• The Deputy Presiding Officer:
          The fifth question is, that motion S2M-2511, in the name of Robert Brown, on membership of the Scottish Commission for Public Audit, be agreed to.

        • Motion agreed to.

        • That the Parliament agrees to the Scottish Parliamentary Corporate Body's proposal to appoint George Lyon to be a member of the Scottish Commission for Public Audit.

        • The Deputy Presiding Officer:
          The sixth question is, that motion S2M-2587, in the name of Ms Margaret Curran, on approval of a Scottish statutory instrument, be agreed to.

        • Motion agreed to.

        • That the Parliament agrees that the draft Advice and Assistance (Assistance by Way of Representation) (Scotland) Amendment Regulations 2005 be approved.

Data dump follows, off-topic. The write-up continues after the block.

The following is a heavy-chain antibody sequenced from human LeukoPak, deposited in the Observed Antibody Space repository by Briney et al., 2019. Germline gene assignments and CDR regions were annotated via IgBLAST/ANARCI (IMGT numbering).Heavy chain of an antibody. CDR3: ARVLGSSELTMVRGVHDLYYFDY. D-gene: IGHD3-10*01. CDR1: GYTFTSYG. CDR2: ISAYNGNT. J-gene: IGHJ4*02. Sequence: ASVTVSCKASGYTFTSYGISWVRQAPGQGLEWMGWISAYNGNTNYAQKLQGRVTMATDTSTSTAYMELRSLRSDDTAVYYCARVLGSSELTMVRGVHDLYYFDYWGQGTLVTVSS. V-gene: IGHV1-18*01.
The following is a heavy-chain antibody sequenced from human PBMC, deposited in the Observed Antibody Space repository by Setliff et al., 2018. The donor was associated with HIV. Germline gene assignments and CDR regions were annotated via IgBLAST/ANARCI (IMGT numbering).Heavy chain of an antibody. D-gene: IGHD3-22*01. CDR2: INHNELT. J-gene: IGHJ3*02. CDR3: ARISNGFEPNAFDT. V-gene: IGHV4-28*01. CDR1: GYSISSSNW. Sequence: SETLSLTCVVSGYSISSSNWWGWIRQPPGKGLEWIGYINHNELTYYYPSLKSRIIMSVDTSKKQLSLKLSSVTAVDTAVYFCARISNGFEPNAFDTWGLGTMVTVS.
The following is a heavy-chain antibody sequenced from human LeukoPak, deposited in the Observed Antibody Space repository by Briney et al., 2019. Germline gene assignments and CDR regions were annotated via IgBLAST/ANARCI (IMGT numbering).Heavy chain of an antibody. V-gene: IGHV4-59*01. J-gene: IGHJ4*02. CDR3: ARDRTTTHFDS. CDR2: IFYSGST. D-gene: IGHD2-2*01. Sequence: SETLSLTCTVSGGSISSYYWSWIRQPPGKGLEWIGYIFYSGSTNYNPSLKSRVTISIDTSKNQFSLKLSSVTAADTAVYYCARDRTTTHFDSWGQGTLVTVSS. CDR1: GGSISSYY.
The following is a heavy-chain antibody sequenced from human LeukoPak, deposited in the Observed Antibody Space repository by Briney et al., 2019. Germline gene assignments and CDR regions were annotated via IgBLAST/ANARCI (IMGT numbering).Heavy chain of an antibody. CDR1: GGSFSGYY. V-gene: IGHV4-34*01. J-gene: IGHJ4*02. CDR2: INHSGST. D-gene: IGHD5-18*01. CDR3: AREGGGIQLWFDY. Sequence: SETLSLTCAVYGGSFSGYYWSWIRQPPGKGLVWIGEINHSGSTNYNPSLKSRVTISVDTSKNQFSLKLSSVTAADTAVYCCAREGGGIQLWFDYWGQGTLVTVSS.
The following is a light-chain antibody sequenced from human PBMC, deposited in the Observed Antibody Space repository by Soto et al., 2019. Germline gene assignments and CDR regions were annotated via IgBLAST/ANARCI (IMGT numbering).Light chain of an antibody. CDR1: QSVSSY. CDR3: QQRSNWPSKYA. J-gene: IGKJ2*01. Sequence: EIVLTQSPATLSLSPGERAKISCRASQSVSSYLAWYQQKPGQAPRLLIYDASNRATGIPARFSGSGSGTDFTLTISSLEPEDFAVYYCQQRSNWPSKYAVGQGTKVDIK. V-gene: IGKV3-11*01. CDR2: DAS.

• The Deputy Presiding Officer:
          The seventh question is, that motion S2M-2588, in the name of Ms Margaret Curran, on approval of a Scottish statutory instrument, be agreed to.

        • Motion agreed to.

        • That the Parliament agrees that the draft Advice and Assistance (Financial Conditions) (Scotland) Regulations 2005 be approved.

        • The Deputy Presiding Officer:
          The eighth question is, that motion S2M-2589, in the name of Ms Margaret Curran, on approval of a Scottish statutory instrument, be agreed to.

        • Motion agreed to.

        • That the Parliament agrees that the draft Civil Legal Aid (Financial Conditions) (Scotland) Regulations 2005 be approved.

        • The Deputy Presiding Officer:
          The ninth question is, that motion S2M-2590, in the name of Ms Margaret Curran, on approval of a Scottish statutory instrument, be agreed to.